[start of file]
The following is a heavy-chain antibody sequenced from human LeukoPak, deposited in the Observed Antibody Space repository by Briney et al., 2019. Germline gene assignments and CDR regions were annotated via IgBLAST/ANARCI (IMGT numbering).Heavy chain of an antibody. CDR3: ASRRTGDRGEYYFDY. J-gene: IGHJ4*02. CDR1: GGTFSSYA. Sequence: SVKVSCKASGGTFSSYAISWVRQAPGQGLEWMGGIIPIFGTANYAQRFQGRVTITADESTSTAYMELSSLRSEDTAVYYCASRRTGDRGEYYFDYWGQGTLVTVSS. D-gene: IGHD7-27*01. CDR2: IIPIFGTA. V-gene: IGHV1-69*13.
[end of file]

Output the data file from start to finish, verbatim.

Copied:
The following is a heavy-chain antibody sequenced from human LeukoPak, deposited in the Observed Antibody Space repository by Briney et al., 2019. Germline gene assignments and CDR regions were annotated via IgBLAST/ANARCI (IMGT numbering).Heavy chain of an antibody. CDR3: ASRRTGDRGEYYFDY. J-gene: IGHJ4*02. CDR1: GGTFSSYA. Sequence: SVKVSCKASGGTFSSYAISWVRQAPGQGLEWMGGIIPIFGTANYAQRFQGRVTITADESTSTAYMELSSLRSEDTAVYYCASRRTGDRGEYYFDYWGQGTLVTVSS. D-gene: IGHD7-27*01. CDR2: IIPIFGTA. V-gene: IGHV1-69*13.